Berman, H. M. et al. The Protein Data Bank. Nucleic Acids Res. 28, 235–242 (2000).
Casjens, S. R. & Molineux, I. J. Short noncontractile tail machines: adsorption and DNA delivery by podoviruses. Adv. Exp. Med. Biol. 726, 143–179 (2012).
Ho, B. T., Dong, T. G. & Mekalanos, J. J. A view to a kill: the bacterial type VI secretion system. Cell Host Microbe 15, 9–21 (2014).
Shneider, M. M. et al. PAAR-repeat proteins sharpen and diversify the type VI secretion system spike. Nature 500, 350–353 (2013).
Braakman, I. & Hebert, D. N. Protein folding in the endoplasmic reticulum. Cold Spring Harb. Perspect. Biol. 5, a013201 (2013).
Saito, A., Pietromonaco, S., Loo, A. K. & Farquhar, M. G. Complete cloning and sequencing of rat gp330/‘megalin,’ a distinctive member of the low density lipoprotein receptor gene family. Proc. Natl Acad. Sci. USA 91, 9725–9729 (1994).
Hjälm, G. et al. Cloning and sequencing of human gp330, a Ca(2+)-binding receptor with potential intracellular signaling properties. Eur. J. Biochem. 239, 132–137 (1996).
Yammani, R. R., Seetharam, S. & Seetharam, B. Cubilin and megalin expression and their interaction in the rat intestine: effect of thyroidectomy. Am. J. Physiol. Endocrinol. Metab. 281, E900–E907 (2001).
Moestrup, S. K. et al. The intrinsic factor-vitamin B12 receptor and target of teratogenic antibodies is a megalin-binding peripheral membrane protein with homology to developmental proteins. J. Biol. Chem. 273, 5235–5242 (1998).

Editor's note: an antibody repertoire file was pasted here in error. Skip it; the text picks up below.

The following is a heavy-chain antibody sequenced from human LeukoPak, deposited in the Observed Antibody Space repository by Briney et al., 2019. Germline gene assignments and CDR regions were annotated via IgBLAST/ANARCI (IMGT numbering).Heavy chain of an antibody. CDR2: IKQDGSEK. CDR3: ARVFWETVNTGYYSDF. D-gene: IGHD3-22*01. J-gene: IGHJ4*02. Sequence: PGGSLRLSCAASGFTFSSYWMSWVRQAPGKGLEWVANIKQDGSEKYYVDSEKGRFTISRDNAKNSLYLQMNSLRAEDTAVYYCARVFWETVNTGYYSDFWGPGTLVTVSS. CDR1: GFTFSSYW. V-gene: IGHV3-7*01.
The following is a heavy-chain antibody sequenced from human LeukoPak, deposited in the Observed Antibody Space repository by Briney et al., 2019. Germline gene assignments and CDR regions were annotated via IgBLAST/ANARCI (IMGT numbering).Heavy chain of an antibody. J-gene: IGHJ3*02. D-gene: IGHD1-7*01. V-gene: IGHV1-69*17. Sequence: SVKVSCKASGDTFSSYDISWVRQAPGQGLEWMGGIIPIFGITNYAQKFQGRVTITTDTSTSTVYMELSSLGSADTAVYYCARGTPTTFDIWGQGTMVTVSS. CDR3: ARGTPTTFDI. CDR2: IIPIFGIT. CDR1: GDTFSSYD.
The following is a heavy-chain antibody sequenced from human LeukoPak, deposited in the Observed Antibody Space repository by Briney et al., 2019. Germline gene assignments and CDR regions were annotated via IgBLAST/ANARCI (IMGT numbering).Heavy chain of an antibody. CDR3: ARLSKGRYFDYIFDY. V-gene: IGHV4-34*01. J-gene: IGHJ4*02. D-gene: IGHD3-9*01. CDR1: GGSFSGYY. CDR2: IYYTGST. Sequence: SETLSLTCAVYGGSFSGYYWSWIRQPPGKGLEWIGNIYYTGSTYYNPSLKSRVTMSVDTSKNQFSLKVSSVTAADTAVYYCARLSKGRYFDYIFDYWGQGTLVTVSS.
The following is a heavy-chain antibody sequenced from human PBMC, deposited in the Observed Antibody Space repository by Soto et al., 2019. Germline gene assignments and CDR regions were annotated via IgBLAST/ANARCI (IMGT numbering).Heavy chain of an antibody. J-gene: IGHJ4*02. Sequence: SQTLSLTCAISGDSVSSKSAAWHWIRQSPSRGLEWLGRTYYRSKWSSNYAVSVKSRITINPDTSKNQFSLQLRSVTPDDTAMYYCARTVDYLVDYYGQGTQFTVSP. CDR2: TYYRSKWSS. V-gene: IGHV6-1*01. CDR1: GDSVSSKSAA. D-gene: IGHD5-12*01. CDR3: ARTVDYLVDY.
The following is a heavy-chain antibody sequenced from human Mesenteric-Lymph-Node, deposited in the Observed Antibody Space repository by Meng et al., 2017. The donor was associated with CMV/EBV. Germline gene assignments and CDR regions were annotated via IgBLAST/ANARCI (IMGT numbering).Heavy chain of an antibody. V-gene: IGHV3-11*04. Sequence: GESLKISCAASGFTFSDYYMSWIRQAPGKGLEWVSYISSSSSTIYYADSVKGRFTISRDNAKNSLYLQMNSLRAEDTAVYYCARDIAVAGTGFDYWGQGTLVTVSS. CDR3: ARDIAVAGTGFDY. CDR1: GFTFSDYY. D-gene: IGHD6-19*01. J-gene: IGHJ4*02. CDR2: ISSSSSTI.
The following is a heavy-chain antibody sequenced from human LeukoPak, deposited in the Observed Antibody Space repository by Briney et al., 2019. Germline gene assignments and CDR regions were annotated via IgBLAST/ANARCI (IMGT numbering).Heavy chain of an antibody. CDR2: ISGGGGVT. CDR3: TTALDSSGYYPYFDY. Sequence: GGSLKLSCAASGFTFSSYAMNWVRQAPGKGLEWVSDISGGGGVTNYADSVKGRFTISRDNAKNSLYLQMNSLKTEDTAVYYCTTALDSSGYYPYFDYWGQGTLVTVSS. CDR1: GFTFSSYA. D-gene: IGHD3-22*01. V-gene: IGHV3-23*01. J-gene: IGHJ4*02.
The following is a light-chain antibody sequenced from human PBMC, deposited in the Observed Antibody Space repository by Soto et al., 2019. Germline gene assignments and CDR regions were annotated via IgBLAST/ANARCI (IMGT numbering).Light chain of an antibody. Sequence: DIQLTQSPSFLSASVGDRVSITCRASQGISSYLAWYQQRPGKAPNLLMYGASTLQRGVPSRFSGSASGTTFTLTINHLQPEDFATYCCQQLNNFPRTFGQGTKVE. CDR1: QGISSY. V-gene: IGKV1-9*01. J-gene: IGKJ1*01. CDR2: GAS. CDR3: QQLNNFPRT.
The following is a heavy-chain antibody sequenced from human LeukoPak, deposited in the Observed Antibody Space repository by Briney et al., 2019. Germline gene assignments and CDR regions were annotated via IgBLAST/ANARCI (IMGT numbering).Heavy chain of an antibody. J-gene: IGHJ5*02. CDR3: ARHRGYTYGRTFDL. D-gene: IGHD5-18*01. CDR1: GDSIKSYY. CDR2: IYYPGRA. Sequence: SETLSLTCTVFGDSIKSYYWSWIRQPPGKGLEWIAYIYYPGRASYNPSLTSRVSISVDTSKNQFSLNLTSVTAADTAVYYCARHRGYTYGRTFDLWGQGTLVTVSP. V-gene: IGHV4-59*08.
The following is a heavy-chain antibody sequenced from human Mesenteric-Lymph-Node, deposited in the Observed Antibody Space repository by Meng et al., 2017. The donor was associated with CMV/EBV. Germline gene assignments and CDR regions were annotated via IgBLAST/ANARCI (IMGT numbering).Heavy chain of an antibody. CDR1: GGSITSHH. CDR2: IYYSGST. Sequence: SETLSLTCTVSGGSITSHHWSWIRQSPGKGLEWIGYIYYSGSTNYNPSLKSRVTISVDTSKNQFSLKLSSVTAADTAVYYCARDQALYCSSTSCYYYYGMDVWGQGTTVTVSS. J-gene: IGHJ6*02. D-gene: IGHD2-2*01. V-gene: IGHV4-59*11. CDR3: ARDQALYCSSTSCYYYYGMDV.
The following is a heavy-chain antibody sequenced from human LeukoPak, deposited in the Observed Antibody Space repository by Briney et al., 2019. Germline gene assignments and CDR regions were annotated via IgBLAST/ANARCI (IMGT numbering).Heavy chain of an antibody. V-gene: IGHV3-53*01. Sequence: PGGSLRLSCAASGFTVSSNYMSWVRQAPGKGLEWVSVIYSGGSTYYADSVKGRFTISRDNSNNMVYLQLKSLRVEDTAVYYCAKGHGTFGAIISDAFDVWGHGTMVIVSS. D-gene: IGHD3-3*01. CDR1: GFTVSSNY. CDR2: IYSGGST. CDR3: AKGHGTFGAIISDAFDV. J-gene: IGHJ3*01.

Jensen, L. L., Andersen, R. K., Hager, H. & Madsen, M. Lack of megalin expression in adult human terminal ileum suggests megalin-independent cubilin/amnionless activity during vitamin B12 absorption. Physiol. Rep. 2, e12086 (2014).
Andersen, C. B. F. & Moestrup, S. K. How calcium makes endocytic receptors attractive. Trends Biochem. Sci. 39, 82–90 (2014).
Fisher, C., Abdul-Aziz, D. & Blacklow, S. C. A two-module region of the low-density lipoprotein receptor sufficient for formation of complexes with apolipoprotein E ligands. Biochemistry 43, 1037–1044 (2004).
Nielsen, M. J., Andersen, C. B. F. & Moestrup, S. K. CD163 binding to haptoglobin-hemoglobin complexes involves a dual-point electrostatic ligand-receptor pairing. J. Biol. Chem. 288, 18834–18841 (2013).
Zhang, F., Zhao, Y., Chao, Y., Muir, K. & Han, Z. Cubilin and amnionless mediate protein reabsorption in Drosophila nephrocytes. J. Am. Soc. Nephrol. 24, 209–216 (2013).
He, Q. et al. Amnionless function is required for cubilin brush-border expression and intrinsic factor-cobalamin (vitamin B12) absorption in vivo. Blood 106, 1447–1453 (2005).
Kabsch, W. Xds. Acta Crystallogr. D 66, 125–132 (2010).
Adams, P. D. et al. PHENIX: a comprehensive Python-based system for macromolecular structure solution. Acta Crystallogr. D 66, 213–221 (2010).